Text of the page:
Cephalotaxus fortunei (Cephalotaxaceae
) was included on the basis that homoharringtonine, an alkaloid isolated from a related species, Cephalotaxus harringtonia, is undergoing clinical trials against leukemia (Cragg et al.
Group 2 Conifers: Araucariaceae, Cephalotaxaceae, Pinaceae, Podocarpaceae
Four modern taxa representing the Araucariaceae, Cephalotaxaceae, Pinaceae, and Podocarpaceae were analyzed by the exhaustive search option with the Majonicaceae, using Ernestiodendron and Moyliostrobus together as the outgroup.
Florin (1951) and Schweitzer (1963) thought that the Cephalotaxaceae evolved from ancestors more like Ernestiodendron than Utrechtia (formerly Lebachia), because the ovuliferous scale in Cephalotaxus seems to consist of fertile elements only.
Modem work on conifer phylogeny shows no close agreement on a hypothesis of relationships of the Cephalotaxaceae. Hart's (1987) cladistic analysis shows this family as a sister group with the Taxaceae in his shortest trees.
My 1988 study links the Podocarpaceae and Cephalotaxaceae, but there is no agreement with other work, including the present results.
Other studies that include Hirmeriella place the latter at the base of a group that includes the Pinaceae and Araucariaceae (Miller, 1982: [ILLUSTRATION FOR FIGURE 4 OMITTED]), at the base of a group including all modern families except the Cephalotaxaceae (Miller, 1982: [ILLUSTRATION FOR FIGURE 3 OMITTED]), and at the base of a subclade involving the Cephalotaxaceae and the Podocarpaceae.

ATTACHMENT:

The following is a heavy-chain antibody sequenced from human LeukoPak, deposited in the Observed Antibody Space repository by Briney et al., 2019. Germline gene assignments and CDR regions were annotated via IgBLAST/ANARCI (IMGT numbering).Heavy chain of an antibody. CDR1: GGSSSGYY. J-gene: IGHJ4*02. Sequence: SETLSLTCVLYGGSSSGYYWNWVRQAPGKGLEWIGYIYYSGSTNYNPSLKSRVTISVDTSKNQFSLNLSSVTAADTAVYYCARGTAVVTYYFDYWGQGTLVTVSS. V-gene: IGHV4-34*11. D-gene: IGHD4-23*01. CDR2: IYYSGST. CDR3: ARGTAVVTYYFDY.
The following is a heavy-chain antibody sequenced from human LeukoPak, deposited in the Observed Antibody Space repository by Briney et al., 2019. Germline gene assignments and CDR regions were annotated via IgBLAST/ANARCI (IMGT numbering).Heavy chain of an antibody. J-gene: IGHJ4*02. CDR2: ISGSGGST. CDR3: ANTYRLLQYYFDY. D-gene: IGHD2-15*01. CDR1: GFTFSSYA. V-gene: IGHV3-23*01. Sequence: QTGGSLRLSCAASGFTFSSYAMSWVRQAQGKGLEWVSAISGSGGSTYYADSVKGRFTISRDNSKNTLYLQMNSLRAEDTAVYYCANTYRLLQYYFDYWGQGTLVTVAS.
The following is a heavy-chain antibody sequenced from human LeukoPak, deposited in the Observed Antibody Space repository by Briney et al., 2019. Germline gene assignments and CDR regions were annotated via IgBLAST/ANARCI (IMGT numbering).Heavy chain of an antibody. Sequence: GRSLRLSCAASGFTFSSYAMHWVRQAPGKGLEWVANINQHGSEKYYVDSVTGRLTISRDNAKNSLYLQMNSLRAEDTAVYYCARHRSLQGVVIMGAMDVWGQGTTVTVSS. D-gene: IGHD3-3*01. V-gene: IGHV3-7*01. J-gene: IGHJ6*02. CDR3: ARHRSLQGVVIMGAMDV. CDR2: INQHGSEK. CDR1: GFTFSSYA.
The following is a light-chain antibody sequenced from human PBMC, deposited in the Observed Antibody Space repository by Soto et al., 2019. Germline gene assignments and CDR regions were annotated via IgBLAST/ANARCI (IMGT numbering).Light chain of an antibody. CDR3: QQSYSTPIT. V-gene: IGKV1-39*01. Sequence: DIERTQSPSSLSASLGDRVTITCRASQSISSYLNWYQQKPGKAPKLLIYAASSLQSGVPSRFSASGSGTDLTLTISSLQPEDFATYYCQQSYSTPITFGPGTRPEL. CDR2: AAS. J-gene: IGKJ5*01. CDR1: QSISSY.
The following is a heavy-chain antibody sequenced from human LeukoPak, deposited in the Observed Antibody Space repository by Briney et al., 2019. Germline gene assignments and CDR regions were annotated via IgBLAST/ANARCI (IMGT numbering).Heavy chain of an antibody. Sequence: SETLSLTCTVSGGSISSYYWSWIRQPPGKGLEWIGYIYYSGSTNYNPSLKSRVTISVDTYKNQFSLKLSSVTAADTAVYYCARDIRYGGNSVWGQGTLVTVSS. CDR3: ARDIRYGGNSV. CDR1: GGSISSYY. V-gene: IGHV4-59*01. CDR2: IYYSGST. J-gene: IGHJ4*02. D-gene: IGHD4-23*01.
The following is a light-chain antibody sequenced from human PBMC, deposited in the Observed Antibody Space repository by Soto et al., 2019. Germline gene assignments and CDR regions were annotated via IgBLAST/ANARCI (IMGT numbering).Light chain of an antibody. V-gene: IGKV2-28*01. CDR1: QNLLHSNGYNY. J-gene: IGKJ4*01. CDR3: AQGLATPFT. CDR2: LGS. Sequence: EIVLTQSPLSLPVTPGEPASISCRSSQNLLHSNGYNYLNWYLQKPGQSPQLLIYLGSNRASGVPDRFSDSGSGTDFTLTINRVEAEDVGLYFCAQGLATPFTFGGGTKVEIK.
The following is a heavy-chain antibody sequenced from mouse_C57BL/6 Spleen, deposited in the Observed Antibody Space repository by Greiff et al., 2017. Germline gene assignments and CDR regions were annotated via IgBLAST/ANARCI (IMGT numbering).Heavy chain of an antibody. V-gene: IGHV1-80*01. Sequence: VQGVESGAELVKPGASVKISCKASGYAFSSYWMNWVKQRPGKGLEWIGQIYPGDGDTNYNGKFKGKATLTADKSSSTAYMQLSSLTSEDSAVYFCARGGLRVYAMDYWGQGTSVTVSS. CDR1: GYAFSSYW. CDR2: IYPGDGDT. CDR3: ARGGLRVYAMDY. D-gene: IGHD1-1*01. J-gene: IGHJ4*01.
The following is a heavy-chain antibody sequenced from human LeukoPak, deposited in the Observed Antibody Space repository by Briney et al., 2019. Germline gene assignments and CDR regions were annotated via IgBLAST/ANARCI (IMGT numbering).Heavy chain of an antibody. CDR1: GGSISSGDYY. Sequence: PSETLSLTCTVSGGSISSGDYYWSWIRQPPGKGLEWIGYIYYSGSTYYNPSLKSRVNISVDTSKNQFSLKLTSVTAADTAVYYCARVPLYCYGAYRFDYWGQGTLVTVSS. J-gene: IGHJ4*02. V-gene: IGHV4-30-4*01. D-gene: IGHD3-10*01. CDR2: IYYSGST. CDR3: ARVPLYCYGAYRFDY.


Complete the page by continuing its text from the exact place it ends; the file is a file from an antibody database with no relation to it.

The Taxaceae are distinguished from other conifer families (except for Cephalotaxaceae) by compound pollen strobili or simple structures derived from compound pollen strobili, peltate microsporophylls, and solitary, terminal ovules embedded in a fleshy closed or open aril.
Hart's (1987) preliminary cladistic analysis supports this theory and positions the Cephalotaxaceae and the Taxaceae as sister groups.
Amentotaxus has been allied with Cephalotaxus as a member of the Cephalotaxaceae, the sister family and best outgroup to the Taxaceae (Hart, 1987; Keng, 1969).
The microsporangia are dorsiventral, but occasionally radial symmetry is displayed, at least near the strobilus apex, a condition also observed in the Cephalotaxaceae (Wilde, 1975).
Foliar resin is present in the leaves and arils as in Torreya and the Cephalotaxaceae, although Amentotaxus is the only genus of the Taxaceae that has its resin organized into a duct or canal (Ferguson, 1978; Jeffrey, 1903; Keng, 1969; Singh, 1961).